Wilder v. Federal Corrections Officers 1-10 et al
ORDER by Magistrate Judge Boyd N. Boland on 12/18/14. The Motion to Stay in Abeyance 85 is DENIED. The Motion for Leave to Amend Complaint with Proposed Amendment 88 is DENIED WITHOUT PREJUDICE, subject to compliance with this order. The Clerk shall mail to the plaintiff a copy of the court's prisoner complaint form. (bsimm, )
IN THE UNITED STATES DISTRICT COURT
FOR THE DISTRICT OF COLORADO
Magistrate Judge Boyd N. Boland
Civil Action No. 13-cv-01701-PAB-BNB
CHRISTOPHER JAMES WILDER,
This matter arises on the following motions filed by the plaintiff:
(1) Motion to Stay in Abeyance [Doc. #85, filed 11/10/2014] (the “Motion to Stay”);
(2) Motion for Leave to Amend Complaint with Proposed Amendment [Doc. #88,
filed 12/16/2014] (the “Motion to Amend”).
The plaintiff is incarcerated by the Federal Bureau of Prisons. On December 17, 2013,
the plaintiff notified the court that he had been transferred to a facility in Pine Knot, Kentucky
[Doc. #39]. The plaintiff requests that the court stay this case indefinitely because he is being
transferred to a different prison facility. The request was filed November 10, 2014. On
December 3, 2014, the plaintiff filed a response [Doc. #87] to the defendants’ motion to dismiss.
The response was mailed from the plaintiff’s address of record in Kentucky. Therefore, it
appears that the plaintiff was not transferred. The Motion to Stay is DENIED.
The plaintiff also requests leave to amend his Third Amended Complaint [Doc. #25] to
add a defendant. He does not attach a proposed fourth amended complaint to the Motion to
Amend, nor does he describe the proposed amendments.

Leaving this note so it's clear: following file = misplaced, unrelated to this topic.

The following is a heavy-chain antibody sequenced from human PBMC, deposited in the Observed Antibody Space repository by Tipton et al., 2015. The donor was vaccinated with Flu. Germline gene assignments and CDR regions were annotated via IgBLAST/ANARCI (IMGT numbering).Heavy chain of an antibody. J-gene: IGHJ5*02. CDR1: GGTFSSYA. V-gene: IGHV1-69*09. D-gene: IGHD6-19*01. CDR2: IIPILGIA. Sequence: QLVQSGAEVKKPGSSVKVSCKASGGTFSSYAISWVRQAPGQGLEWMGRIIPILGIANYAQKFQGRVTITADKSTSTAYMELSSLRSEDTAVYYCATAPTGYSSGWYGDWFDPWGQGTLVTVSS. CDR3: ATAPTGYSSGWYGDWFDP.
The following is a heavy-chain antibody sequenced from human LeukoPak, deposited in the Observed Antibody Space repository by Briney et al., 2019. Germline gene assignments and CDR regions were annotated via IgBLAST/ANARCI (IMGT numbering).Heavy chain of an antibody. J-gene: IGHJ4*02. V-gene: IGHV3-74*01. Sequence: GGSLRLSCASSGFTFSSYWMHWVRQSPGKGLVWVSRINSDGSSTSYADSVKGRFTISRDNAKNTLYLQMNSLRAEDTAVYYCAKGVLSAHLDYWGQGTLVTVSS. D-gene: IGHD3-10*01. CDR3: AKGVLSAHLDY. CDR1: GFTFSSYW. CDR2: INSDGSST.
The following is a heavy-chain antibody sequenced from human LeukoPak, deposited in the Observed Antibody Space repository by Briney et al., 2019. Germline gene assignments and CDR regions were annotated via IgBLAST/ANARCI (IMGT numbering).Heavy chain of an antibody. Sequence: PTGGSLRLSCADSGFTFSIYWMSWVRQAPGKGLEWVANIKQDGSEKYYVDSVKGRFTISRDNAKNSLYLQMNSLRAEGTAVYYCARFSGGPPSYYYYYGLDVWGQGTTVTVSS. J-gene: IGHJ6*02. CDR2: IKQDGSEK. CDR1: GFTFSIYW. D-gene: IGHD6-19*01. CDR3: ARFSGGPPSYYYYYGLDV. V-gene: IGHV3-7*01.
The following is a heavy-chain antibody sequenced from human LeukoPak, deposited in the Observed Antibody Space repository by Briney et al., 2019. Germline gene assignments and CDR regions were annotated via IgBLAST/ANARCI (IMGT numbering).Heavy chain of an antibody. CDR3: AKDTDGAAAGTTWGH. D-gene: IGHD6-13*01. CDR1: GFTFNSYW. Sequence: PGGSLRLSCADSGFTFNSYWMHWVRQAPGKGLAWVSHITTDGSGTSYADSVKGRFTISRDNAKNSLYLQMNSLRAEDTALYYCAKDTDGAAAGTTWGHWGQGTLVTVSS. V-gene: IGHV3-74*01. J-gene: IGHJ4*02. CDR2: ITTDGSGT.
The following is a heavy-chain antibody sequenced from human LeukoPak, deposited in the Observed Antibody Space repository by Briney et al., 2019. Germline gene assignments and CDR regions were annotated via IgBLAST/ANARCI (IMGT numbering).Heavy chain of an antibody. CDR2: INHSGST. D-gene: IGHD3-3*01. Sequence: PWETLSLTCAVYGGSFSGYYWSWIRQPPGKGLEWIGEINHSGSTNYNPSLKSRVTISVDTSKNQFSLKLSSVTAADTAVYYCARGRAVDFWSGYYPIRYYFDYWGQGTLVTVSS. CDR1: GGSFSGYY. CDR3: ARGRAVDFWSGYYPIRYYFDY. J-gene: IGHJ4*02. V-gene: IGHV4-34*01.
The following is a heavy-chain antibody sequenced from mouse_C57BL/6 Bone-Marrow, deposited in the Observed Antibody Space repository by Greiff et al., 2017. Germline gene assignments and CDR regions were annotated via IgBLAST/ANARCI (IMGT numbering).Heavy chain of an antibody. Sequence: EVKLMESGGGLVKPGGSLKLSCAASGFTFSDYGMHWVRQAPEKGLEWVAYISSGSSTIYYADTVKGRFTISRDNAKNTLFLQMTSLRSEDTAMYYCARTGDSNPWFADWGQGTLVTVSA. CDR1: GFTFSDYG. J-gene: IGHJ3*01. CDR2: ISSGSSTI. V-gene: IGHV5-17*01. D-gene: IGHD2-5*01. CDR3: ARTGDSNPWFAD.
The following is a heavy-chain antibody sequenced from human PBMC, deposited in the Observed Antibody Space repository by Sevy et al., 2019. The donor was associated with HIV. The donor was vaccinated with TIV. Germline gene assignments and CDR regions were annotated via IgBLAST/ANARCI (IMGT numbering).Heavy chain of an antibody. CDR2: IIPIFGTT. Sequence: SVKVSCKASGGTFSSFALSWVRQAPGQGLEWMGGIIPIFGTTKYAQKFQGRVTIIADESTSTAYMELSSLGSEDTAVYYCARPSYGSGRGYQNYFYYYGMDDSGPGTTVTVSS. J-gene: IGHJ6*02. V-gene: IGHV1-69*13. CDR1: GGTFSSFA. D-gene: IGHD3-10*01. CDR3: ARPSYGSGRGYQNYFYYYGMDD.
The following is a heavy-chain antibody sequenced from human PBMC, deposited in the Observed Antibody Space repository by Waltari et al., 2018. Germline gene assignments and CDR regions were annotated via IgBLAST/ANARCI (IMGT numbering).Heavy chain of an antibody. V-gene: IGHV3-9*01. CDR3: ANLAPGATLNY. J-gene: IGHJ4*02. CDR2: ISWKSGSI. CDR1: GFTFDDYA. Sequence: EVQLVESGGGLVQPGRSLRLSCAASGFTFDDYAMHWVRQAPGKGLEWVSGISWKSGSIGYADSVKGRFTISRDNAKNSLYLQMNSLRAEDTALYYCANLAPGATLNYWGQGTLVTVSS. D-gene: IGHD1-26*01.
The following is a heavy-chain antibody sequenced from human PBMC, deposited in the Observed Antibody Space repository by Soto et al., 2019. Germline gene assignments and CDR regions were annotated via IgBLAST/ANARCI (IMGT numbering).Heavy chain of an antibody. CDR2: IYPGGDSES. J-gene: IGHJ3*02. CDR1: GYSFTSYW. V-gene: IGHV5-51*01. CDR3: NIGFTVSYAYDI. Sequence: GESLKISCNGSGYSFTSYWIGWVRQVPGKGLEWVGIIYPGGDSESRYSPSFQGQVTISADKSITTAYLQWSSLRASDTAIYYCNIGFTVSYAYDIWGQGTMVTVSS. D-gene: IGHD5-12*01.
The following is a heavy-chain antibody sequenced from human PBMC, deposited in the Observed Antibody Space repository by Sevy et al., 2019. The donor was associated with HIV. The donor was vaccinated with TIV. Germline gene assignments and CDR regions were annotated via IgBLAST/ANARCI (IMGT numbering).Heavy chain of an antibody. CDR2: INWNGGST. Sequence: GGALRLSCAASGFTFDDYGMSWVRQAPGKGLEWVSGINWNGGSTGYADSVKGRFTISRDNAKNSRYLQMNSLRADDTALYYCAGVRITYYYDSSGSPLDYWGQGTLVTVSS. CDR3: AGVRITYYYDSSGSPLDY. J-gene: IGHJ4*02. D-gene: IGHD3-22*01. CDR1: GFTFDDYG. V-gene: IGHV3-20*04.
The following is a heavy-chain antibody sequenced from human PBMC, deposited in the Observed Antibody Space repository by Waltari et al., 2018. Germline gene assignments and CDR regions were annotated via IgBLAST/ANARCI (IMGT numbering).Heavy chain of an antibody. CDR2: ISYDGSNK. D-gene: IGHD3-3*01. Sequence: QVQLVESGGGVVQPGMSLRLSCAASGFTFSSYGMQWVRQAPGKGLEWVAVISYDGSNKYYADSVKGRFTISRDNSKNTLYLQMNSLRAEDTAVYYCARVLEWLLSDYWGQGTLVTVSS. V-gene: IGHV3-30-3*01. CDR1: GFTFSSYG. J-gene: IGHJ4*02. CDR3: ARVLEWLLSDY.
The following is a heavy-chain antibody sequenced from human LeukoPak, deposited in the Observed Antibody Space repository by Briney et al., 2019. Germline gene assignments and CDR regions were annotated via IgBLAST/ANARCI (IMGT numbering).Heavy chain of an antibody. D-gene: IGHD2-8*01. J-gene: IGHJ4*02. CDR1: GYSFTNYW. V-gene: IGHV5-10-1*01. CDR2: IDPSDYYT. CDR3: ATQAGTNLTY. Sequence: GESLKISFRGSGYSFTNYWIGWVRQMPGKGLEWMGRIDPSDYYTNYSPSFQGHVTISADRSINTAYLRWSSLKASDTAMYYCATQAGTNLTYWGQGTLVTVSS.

Rule 15, Fed. R. Civ. P., provides that a complaint may be amended once as a matter of
course within 21 days after serving it, or “if the pleading is one to which a responsive pleading is
required, 21 days after service of a responsive pleading or 21 days after service of a motion
under Rule 12(b), (e), or (f), whichever is earlier.” Fed. R. Civ. P. 15(a)(1). “In all other cases, a
party may amend its pleading only with the opposing party’s written consent or the court’s leave.
The court should freely give leave when justice so requires.” Id. at 15(a)(2). The Motion to
Amend does not fall within the deadlines of Rule 15(a)(1) for amendment of right, nor does the
plaintiff provide written consent from the defendants. Therefore, the plaintiff may amend only
with leave of court.
It is not possible to determine whether the proposed amendments are permissible
because the plaintiff has neither described the proposed amendments with specificity nor
attached the proposed fourth amended complaint. When seeking leave of court to amend a
complaint, the motion to amend must detail the proposed amendments and the reasons why such
amendments are necessary. In addition, the plaintiff must attach the proposed amended
complaint to the motion.
In any future attempt to seek leave to amend, the proposed amended complaint must be
submitted on the court’s form and be entitled Fourth Amended Complaint. The plaintiff may not
incorporate by reference his original or amended complaints. The proposed fourth amended
complaint must stand alone; it must contain all of the plaintiff’s claims. Mink v. Suthers, 482
F.3d 1244, 1254 (10th Cir. 2007) (stating that “an amended complaint supercedes an original
complaint and renders the original complaint without legal effect”) (internal quotations and
IT IS ORDERED:
(1) The Motion to Stay in Abeyance [Doc. #85] is DENIED;
(2) The Motion for Leave to Amend Complaint with Proposed Amendment [Doc. #88]
is DENIED WITHOUT PREJUDICE, subject to compliance with this order; and
(3) The Clerk of the Court shall mail to the plaintiff with this order a copy of the court’s
prisoner complaint form.
Dated December 18, 2014.
BY THE COURT:
s/ Boyd N. Boland
United States Magistrate Judge
Disclaimer: Justia Dockets & Filings provides public litigation records from the federal appellate and district courts. These filings and docket sheets should not be considered findings of fact or liability, nor do they necessarily reflect the view of Justia.
Why Is My Information Online?